“Factory” is a series of group shows dedicated to the less-seen artworks of a selected number of Mohsen Gallery artists that are either in-progress or have been missed from the view of the audience in Iran, as they were represented only in art fairs, group shows, and international exhibitions. “Factory 04” features works by Sasan Abri, Amirhossein Bayani, Majid Biglari, Zahra Ghyasi, Milad Jahangiri, Amir-Nasr Kamgooyan, Hosein Mohamadi, Seyed Mohamad Mosavat, Mahsa Nouri, Ali Phi, Behrang Samadzadegan, and Amir-Hossein Zanjani.
In his new series, “A Little While,” Sasan Abri evokes memories and photographs by a transferring and printing process that is reminiscent of drawing, as if a piece of people’s character has been lost between the lines of time. With insistence on the experience of making unique editions and undermining the idea of photographic reproduction in Sasan’s recent works, his presence has become more personal and intimate.
By removing human figures from his “Fidelity Series (Part 3),” for the first time in his practice, Amirhossein Bayani makes implicit references to politics, power, and their relationships to the daily life, which makes the series more abstract and intentional than the artist’s earlier works.
Majid Biglari tends to conceal his visual codes from the audience, encouraging them to go through a rather demanding process to make sense of it all. In “Soot, Fog, Soil,” he has assumed a similar approach, as if by sealing old immigration documents of a family on tin cans and the imaginary maps of a fictional haven, he seeks to present his audience with new questions.
In Milad Jahangiri’s “Gods; Under Construction,” gods are not meant as creators, but are depicted as creatures in a place where there is no human presence; which is, nothing more than a deceptive beauty. The fate of these creatures ends in a tragic contradiction, as they move further away from liberating joy through countless reproductions. With a similar approach in his “Bitter Days” series, he portrays collective, eternal mourning, from which there seems to be no escape.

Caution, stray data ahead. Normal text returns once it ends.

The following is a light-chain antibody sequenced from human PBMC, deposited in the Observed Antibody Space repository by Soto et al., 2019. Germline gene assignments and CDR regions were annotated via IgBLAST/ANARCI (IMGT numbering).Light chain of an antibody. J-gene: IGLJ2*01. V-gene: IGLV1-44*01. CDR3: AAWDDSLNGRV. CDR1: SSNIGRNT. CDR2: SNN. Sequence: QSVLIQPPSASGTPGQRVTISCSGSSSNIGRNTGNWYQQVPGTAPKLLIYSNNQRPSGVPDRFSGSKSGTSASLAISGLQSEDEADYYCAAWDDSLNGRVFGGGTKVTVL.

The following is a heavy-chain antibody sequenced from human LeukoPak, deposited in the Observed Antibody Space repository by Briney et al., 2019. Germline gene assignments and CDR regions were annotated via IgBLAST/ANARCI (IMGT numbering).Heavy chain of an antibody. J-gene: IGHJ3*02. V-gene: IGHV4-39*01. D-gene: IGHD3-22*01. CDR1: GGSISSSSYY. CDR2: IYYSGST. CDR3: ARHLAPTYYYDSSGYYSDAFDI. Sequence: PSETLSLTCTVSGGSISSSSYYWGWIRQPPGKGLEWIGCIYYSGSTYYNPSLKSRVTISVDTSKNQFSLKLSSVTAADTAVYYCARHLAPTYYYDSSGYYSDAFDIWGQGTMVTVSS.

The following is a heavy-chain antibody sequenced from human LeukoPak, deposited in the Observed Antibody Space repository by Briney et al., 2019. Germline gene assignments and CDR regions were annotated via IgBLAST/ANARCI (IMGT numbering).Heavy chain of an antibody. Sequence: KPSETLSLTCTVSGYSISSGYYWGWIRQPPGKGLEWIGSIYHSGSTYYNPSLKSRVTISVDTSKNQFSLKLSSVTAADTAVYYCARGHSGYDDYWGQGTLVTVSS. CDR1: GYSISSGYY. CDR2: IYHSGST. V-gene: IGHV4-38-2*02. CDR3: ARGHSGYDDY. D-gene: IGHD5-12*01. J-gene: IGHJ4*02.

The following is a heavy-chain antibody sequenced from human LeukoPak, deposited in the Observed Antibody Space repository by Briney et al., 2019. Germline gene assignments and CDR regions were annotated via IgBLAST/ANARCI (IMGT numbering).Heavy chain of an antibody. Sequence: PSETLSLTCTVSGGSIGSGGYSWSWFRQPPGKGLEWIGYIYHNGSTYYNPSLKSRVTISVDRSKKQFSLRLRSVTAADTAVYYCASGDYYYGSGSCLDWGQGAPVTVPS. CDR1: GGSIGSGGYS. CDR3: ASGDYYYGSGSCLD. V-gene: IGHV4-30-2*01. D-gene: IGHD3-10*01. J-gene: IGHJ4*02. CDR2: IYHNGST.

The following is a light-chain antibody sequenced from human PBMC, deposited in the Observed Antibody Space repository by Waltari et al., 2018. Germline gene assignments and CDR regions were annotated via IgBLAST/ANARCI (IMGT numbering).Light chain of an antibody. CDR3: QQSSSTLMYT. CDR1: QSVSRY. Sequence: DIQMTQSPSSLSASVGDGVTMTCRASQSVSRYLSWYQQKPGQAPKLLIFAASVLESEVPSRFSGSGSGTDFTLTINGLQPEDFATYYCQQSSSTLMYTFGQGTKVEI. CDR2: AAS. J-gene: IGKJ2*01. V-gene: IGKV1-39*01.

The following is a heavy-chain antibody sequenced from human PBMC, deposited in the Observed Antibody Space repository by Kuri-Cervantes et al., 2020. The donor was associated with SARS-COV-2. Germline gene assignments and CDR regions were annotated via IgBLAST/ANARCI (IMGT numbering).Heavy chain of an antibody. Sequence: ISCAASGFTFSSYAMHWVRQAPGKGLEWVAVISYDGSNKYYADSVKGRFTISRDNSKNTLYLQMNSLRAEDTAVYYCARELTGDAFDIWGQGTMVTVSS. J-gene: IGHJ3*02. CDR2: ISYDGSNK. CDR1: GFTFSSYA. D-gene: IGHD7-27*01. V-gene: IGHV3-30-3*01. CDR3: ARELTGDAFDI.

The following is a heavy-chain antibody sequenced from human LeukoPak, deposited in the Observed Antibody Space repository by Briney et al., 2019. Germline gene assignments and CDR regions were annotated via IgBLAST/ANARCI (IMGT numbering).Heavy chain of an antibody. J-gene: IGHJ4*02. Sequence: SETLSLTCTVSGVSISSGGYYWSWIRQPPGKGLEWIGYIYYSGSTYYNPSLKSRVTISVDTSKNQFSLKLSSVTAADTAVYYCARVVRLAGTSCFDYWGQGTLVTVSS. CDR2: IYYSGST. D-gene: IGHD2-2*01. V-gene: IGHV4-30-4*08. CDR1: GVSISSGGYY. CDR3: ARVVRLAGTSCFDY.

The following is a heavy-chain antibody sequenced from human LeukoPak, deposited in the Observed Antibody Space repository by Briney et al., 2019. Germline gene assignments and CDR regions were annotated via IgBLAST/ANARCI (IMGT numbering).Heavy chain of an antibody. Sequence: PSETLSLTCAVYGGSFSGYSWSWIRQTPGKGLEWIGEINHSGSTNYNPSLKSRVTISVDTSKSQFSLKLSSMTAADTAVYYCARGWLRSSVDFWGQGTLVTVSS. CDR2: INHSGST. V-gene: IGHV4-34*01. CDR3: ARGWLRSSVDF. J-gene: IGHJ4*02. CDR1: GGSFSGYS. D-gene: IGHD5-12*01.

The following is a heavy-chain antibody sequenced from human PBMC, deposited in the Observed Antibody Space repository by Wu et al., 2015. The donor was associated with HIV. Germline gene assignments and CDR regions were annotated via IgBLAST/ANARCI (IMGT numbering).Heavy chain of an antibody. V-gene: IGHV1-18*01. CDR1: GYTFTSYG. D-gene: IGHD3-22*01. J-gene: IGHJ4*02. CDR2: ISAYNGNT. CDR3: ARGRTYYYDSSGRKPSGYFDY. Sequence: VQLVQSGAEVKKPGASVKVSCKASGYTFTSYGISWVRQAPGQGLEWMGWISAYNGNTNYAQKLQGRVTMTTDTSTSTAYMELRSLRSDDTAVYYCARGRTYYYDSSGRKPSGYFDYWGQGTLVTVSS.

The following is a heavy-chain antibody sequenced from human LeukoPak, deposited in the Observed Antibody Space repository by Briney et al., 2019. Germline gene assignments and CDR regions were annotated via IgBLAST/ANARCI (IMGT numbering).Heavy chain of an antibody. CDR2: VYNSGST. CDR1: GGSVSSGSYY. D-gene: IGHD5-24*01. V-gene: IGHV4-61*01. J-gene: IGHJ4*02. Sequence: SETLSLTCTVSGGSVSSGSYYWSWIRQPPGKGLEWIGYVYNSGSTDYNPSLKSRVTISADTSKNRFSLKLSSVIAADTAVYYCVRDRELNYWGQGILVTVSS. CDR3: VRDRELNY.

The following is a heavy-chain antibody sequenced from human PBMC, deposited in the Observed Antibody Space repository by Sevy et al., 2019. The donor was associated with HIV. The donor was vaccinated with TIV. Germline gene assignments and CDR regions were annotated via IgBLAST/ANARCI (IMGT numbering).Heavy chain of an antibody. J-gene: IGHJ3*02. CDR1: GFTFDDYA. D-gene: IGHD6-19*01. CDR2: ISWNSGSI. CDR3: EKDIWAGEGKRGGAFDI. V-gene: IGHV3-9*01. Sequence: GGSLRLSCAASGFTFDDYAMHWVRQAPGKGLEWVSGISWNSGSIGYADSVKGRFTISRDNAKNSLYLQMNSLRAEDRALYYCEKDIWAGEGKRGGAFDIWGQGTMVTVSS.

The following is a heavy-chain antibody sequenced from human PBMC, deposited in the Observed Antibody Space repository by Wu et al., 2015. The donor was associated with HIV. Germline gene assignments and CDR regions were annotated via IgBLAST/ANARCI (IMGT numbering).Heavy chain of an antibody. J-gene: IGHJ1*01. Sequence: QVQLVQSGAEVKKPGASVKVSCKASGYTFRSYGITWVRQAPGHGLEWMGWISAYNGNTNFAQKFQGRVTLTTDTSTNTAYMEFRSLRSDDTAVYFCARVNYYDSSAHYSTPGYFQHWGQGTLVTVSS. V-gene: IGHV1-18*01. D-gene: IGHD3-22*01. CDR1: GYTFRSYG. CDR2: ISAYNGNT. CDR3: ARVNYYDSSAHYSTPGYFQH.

In “Applaud,” Amir-Hossein Zanjani represents dis-figures that are unrelated, while they are simultaneously entangled. Similar to his previous series, Zanjani uses bold colors to explore sociohistorical issues and contemporary militarism in the midst of a multitude of lonely bodies, whose identities have been destroyed and sunk into the background.
Behrang Samadzadegan’s “Lovers in the Dark” installation seeks to construct a narrative that seems to have been overlooked until now. The vibrant watercolors and the monotonous, isolated, surviving ceramic monuments, have all turned into a satiric representation for lovers, who are doomed to be separated as a result of great sociopolitical transformations.
In “AGNOSIA,” we see a visual representation of Ali Phi’s biological data as abstract images that work as “electroencephalographics” for him. In this project, he explores the relationship between change in habitats and the reconfiguration of old memories and its adaption with the new environment.
In “Venus; Where the Sun Rises in the West and Sets in the East,” Zahra Ghyasi continues the same approach of examining the disintegrations of reality. This time, however, she throws herself to a fantastic planet to go on in her imaginary adventure and instead of her usual literal-historical references, she seeks refuge in her subconscious.
In his new, on-going project, Amir-Nasr Kamgooyan depicts organic and inorganic forms, without locating the elements in particular temporal or spatial contexts. While they seem to contradict, these elements are consistently unified. In symmetrical asymmetry, he unravels the border between the elements in a multidimensional situation. Formally, these works seem like two-dimensional statues of his engineered drawings.
In his “Yazashn” series, Hosein Mohamadi has made more or less abstract works, ironically, seem realistic. With a new approach to Persian mythology and using the concept of four-fold compositions, the artist reminds the Iranians of the ancient and fundamental concepts in Iranian culture.
With his ironic approach, Seyed Mohamad Mosavat plays with linguistic and visual concepts in his “The Shit and Nightingale” series, such that the meaning is inevitably rearranged the mind of the audience. With his familiar brushstrokes, he draws words out of their “comfort zones” to assign new roles to them.
The illusive and deceptive notion of water is always present in Mahsa Nouri’s works. Here, in her “Immerged in Daydreaming” series, she creates a peculiar, polychromatic world. Mahsa seems to have taken this world out of her dreams so that purification from the evils of the real world is made possible.